When running a compute-intensive task on a server with an Intel i7 quad-core processor with Hyperthreading, is it ideal to run eight threads (for the eight virtual cores), or only four (for the four physical cores)? Each thread achieves consistent 100% utilization of a virtual core.

3 Answers 3


8 threads would be ideal, assuming there's no significant additional overhead in result combining or anything like that. With only four threads, any execution units that couldn't be saturated by the single thread per virtual core would be wasted. With eight threads, they can be used.

Note that this only applies to the unrealistic assumption that each thread can saturate a core. Also, it might not apply if the division of the processor cache resources negatively impacted performance. Some tasks have performance that "falls off a cliff" at a certain cache size. If your cliff is between the full cache size of the physical core and half that cache size, then four threads might be better.


The doctrine I was taught when compiling was 1.5x the number of cores. This accounts for any time when a thread/process is waiting on I/O.

If your task has no chance of blocking on slower operations like I/O then there may be no need to exceed the number of cores but if it can, you will want more processes than cores.

Look at it this way: if you have four cores and three processes, you can never achieve 100% CPU. The same is true for four processes when one of them is blocking on I/O. If you have six processes with no blocking, you might be slightly less efficient as the kernel uses up some CPU time swapping the processes on and off the four cores but no core will ever be idle.

Unfortunately I have no idea about the physical/virtual aspect of your question.


My guess is that is optimal to use one task per core and disable hyperthreading.

If I start as many cpu-intensive threads as I have logical cores, I will have fast context switches for the cpu intensive tasks, but expensive ones for the background tasks since the hyperthreading totally consumed by the cpu intensive tasks. On the other hand, if I start as many cpu-intensive threads as I have physical cores I will have no context switches to those tasks and fast context switches for the background tasks. Seems good, but the background tasks will found free logical processors and will run almost imediatedly. It is like they are realtime performace (nice -20).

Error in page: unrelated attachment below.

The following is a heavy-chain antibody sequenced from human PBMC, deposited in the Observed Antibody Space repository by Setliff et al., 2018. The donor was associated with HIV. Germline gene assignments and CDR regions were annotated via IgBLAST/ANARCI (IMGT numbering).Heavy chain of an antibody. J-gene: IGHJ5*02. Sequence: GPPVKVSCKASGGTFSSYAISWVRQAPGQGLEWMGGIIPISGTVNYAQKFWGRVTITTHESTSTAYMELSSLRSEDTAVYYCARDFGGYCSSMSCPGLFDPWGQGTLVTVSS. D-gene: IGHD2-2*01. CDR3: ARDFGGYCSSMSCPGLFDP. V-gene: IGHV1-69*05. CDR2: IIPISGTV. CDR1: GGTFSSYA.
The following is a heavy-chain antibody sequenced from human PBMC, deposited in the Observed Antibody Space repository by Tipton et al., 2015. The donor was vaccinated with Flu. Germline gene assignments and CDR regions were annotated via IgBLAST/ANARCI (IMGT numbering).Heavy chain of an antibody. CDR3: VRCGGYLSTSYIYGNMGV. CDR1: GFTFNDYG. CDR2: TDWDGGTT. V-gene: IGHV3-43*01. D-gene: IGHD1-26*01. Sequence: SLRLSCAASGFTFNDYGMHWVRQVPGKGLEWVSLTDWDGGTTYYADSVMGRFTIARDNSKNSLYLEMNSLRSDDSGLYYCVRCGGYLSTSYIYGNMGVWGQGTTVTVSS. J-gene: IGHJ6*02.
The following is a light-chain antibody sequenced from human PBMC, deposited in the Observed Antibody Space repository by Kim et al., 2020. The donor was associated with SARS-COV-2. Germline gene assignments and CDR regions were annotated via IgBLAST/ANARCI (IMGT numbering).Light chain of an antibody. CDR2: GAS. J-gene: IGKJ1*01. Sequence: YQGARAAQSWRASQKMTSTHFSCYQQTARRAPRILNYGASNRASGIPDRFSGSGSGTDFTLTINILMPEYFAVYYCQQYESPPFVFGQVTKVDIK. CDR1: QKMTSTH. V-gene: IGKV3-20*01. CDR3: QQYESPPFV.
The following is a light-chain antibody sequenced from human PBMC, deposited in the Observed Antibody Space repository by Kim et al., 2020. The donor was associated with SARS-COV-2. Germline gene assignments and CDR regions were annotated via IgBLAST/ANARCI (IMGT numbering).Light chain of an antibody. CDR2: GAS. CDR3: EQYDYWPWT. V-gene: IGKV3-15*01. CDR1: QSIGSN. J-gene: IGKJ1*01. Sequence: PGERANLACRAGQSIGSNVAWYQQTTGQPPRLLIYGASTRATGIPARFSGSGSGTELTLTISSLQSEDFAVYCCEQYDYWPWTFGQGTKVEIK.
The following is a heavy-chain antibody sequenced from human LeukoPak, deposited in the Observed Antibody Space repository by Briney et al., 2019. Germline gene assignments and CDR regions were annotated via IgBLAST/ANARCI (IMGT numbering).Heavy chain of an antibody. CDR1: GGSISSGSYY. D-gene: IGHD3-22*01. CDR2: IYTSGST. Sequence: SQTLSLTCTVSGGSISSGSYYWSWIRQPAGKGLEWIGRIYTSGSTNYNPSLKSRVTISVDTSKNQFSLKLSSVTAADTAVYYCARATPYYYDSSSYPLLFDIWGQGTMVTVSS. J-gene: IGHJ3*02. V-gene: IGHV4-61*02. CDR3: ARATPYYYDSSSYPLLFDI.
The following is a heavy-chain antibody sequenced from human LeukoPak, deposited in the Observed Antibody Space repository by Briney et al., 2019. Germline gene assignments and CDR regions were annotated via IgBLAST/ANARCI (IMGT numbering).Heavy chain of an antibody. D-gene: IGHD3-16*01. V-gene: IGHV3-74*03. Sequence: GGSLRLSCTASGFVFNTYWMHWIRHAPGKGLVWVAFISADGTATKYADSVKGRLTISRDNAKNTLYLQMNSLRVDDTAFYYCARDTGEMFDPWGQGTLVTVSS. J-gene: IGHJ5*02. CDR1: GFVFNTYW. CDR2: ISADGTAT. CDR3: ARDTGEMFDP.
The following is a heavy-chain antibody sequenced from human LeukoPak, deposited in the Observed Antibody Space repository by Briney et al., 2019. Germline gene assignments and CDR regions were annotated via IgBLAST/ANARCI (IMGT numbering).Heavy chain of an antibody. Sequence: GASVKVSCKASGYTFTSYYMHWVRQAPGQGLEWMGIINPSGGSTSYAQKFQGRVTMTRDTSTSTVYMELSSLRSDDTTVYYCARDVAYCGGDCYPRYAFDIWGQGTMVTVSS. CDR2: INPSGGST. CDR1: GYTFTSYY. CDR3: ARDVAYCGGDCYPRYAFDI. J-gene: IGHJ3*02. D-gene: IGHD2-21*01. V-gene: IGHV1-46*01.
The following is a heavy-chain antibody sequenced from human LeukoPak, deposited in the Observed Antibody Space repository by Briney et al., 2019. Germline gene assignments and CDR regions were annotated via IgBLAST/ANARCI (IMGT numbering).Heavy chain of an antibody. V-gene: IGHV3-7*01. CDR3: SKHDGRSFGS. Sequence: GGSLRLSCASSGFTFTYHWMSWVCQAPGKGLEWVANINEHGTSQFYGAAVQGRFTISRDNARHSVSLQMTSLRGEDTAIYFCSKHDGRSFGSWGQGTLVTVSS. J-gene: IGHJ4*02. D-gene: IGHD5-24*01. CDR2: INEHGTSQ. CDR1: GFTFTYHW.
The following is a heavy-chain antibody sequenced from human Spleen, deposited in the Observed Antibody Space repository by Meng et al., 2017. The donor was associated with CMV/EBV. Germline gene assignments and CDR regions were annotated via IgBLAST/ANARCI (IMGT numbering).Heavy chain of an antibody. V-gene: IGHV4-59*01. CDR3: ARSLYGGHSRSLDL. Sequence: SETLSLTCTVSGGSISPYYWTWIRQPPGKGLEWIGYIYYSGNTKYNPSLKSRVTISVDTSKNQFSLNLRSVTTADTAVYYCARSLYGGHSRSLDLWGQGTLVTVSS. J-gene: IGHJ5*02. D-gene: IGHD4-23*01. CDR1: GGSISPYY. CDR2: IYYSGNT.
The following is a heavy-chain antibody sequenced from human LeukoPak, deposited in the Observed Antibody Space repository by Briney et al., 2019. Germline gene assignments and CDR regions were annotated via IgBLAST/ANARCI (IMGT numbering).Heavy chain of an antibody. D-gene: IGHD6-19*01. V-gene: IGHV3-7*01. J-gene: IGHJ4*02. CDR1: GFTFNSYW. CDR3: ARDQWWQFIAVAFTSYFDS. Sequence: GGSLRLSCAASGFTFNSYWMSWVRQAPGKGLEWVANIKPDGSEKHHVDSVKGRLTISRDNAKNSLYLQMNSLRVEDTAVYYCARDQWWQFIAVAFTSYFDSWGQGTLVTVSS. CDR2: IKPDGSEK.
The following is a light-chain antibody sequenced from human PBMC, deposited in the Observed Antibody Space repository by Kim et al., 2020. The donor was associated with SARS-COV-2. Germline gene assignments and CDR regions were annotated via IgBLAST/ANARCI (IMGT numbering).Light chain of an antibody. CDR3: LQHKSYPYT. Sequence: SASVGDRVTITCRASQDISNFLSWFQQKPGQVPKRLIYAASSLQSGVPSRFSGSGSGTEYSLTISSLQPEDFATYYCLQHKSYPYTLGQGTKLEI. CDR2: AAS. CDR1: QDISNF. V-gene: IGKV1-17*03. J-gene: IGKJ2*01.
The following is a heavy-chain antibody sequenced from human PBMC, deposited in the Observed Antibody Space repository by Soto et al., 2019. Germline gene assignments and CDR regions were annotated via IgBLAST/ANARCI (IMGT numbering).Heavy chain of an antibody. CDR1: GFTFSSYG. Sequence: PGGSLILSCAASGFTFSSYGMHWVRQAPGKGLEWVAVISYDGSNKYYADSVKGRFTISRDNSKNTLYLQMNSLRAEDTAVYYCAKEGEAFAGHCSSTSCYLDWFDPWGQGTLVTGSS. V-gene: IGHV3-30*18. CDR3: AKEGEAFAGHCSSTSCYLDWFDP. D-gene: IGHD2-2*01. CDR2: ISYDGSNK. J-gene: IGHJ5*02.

I do not know how fast a context switch between two tasks on the same core is. Also I am afraid that by sharing the cache between two threads on the same core will lowers the cache hit frequency (unless they are running the same smaller than 1mb program). I doubt it is without penalties. My intuition is that that a complex cpu intensive task will run faster on one task per core than one task per virtual processor. But if you do that you will left two virtual processors free and background tasks will get priority they should not have.

In the first scenario the hyperthreading is uselles, the background tasks will use expensive context switches because I maxed out hyperthreading with the normal processing. The second is unaceptable because up to 50% of my cpu power gets prioritized to the background tasks.

I usually disable hyperthreading on my intel desktop and servers. I show how in https://serverfault.com/a/720471/309821.

But this is based on guesswork. I have the impression that is better, but it may not be.

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